'We live inside a dream': Ideology and Utopia in the Films of David Lynch
In this thesis I contribute a political reading of David Lynch’s films. To do so I employ a mode of ideological analysis that draws explicitly on the thinking of Fredric Jameson and in particular his conception of three ‘concentric interpretative horizons’: the political, social, and historical. Taking these horizons as three perspectives on David Lynch, I contend that Lynch’s films have entered into a dialogue with various processes and events inhering in our own historical moment of globalised multi-national capitalism. My Introduction surveys the terrain of existing scholarship on David Lynch, identifies the various alternative or competing modes of analysis and interpretation and enables a number of Lynch’s most notable commentators to have their say prior to setting out the terms of my own argument. Chapter one constitutes an analysis of Jameson’s thinking, particularly in relation to his conception of a ‘political unconscious’. This chapter also attempts to situate this thinking historically in relation to Marxist critical theory. Chapter Two, corresponding to Jameson’s first interpretative horizon — the political — involves an analysis of Lynch’s narratives which are discussed in relation to genres, institutions and traditions, so as to situate them in relation to contemporary and postmodern forms of cultural production. In Chapter Three I introduce the argument that Lynch’s films can, to greater or lesser degrees be seen as variants of what Jameson refers to as ‘conspiratorial texts’. In focusing on the second interpretative horizon — the social — I consider Lynch’s filmic conceptions of community. In particular I explore the inherent antagonisms pertaining between Lynch’s protagonists and their respective community’s institutions and social structures. Finally, Chapter Four is explicitly concerned with the form of Lynch’s films and corresponds to the third and final of the interpretative horizons; the historical. Here I consider Lynch’s connections with and relations to what I will call discourses of ‘non-rationalism’, most significantly Surrealism. I argue that these discourses, involving specific modes of knowledge and understanding, are set in opposition to, and possibly constitute critiques of, forms of reason and rationality primarily associated with the Enlightenment. Each of these three levels of interpretation, the political, social and historical, involves a dialectic — between form and content, subject and community, and present and future — and it is in relation to these dialectics that I situate my political interpretation of David Lynch’s films.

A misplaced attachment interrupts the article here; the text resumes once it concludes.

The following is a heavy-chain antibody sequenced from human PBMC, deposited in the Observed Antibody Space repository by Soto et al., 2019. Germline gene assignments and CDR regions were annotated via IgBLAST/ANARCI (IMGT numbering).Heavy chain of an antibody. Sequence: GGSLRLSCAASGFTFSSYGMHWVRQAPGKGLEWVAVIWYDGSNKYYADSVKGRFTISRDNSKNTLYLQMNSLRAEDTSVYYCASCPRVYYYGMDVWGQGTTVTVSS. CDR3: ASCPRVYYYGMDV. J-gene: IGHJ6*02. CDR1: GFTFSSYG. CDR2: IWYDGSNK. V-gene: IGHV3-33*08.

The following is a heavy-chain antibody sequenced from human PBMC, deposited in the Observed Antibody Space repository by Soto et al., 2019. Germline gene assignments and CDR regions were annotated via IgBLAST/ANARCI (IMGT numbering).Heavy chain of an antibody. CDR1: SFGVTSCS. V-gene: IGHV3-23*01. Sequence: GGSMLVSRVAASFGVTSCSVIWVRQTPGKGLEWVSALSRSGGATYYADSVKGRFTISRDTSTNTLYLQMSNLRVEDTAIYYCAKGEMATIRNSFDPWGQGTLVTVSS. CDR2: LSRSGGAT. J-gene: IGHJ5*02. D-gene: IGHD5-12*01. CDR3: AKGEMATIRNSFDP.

Advisor: Fowler, Catherine; Nicholls, Brett; Ryan, Simon
Degree Name: Doctor of Philosophy
Degree Discipline: Media Film and Communication
Publisher: University of Otago
Keywords: David Lynch; Fredric Jameson
Research Type: Thesis